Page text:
Captain John Langdon was chosen to carry the news of the surrender to Boston and he set ahead of the defeated army, with which General Whipple stayed to be the personal escort of Gentleman John Burgoyne. Langdon must have swelled with pride to feel in his waistcoat pocket the dispatches which told of the surrender of the British, as he rode over the rocky roads from Saratoga to Boston. He had helped so much financially in getting the New Hampshire troops over to Bennington.
It would be of interest to know more about that trip from Albany to Cambridge, via the Berkshires, when Whipple escorted the beaten and haughty British general to the port of embarkation. There are no letters, diaries or news accounts of the trip, which took about twelve days on horseback over slippery, snowy roads, the last of October in 1777.
On November 1 the Ranger sailed for France with the news of Burgoyne's surrender for Benjamin Franklin in Paris.
Jones had been ready for days, knowing the word would soon come through. He had a special commission to perform for General Whipple. It seems that the General asked him to do a little shopping for him in Paris. The instructions which Jones received read, "Purchase in France for Madame Whipple several pairs of gloves, and enough black cloth to make several cloaks and dresses."
Soon after his return to Portsmouth after having handed Burgoyne over to the authorities in Boston, Mr. Whipple entertained his good friend, John Adams, along with the preacher, Ezra Stiles, who was soon to become President of Yale. The clergyman noted in his famous diary "Spent the evening with General Whipple in company with John Adams." There's no doubt they all heard plenty about Mr. Burgoyne that evening! A little later the Reverend Stiles dined again at Whipple's, and this time the company included General Clover of Marblehead, who had had the pleasure of escorting the remains of the straggling British army back to Boston. He must have had many a tale to tell of his troubles with the unpredictable Hessians.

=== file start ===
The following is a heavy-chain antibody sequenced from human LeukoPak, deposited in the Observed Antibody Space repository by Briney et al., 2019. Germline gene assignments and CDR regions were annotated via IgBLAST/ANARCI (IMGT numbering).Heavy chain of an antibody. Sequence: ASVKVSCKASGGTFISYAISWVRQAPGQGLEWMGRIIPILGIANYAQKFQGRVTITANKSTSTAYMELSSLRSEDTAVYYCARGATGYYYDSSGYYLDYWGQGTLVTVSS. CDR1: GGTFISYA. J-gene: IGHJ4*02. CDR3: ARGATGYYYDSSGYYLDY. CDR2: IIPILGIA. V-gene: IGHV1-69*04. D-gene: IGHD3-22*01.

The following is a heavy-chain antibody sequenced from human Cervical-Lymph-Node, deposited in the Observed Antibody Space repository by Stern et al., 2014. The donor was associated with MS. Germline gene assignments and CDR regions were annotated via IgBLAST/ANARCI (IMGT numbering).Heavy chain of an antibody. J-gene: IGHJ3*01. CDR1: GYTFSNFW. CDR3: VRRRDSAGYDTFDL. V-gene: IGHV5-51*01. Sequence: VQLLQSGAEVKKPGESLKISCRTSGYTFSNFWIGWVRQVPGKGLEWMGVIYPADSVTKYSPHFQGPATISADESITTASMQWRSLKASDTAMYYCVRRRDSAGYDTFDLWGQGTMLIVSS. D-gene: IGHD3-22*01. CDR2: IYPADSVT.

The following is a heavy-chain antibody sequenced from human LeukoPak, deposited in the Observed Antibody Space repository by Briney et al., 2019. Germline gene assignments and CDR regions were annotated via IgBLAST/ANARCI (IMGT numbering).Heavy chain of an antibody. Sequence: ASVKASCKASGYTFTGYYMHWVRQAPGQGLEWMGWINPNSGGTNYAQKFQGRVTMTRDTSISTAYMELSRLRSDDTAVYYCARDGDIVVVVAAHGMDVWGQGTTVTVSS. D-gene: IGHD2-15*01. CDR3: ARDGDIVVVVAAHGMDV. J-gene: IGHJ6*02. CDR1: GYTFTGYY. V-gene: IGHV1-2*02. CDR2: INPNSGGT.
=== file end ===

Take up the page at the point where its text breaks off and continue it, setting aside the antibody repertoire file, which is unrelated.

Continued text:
Whipple bitterly opposed privateering and all its ramifications, and in a letter to Dr. Bartlett made this comment: "Those who are actively in it [privateering] soon lose every idea of right and wrong, and for want of an opportunity of gratifying their insatiable avarice with the properties of the enemies of their country, will without the least compunction, seize properties of their friends."
General Whipple found himself in the field of battle again in August of 1778. This time he was at Newport, Rhode Island, with General John Sullivan and took part in the Battle of Quaker Hill. He was on active duty this time from August 8 until September 5.
Having freed his own slaves during the Revolution, Mr. Whipple wrote this letter to his friend Josiah Bartlett: "The last accounts from South Carolina were favorable. A recommendation is gone thither for raising some regiments of Blacks. This, I suppose will lay a foundation for the emancipation of those wretches in that country. I hope it will be the means of dispensing the blessings of Freedom to all the human race in America."
In 1780, as the war was drawing to a close, William Whipple was appointed to the Board of Admiralty, which he declined. He had had enough and wanted to go home. After the war he represented Portsmouth in the New Hampshire legislature. On June 20, 1782, he resigned his military appointment, and on the same day received his appointment as Judge of the Superior Court of New Hampshire, an office he held until his death. He was also made Superintendent of Finances in 1782 and served until 1784. And from 1782 to 1785 he was an Associate Judge of the Superior Court.
His mother died in 1782 and was buried in the North Cemetery near his infant son. His father and brother, Robert Cutt Whipple, lie in the cemetery at Kittery Point, near the church.
On November 28, 1785, William Whipple died after a painful and lingering illness. He planned to help his fellow men after his death, just as he had in his active life. It was his wish that an autopsy be performed to see what had caused his terrible agony, and it was performed by his brother-in-law Dr. Joshua Brackett. The answer was the hardening of the arteries leading to his heart. And so our William Whipple gave his all to his country, even his heart.
This was a man.
© 1964 by Dorothy Mansfield Vaughan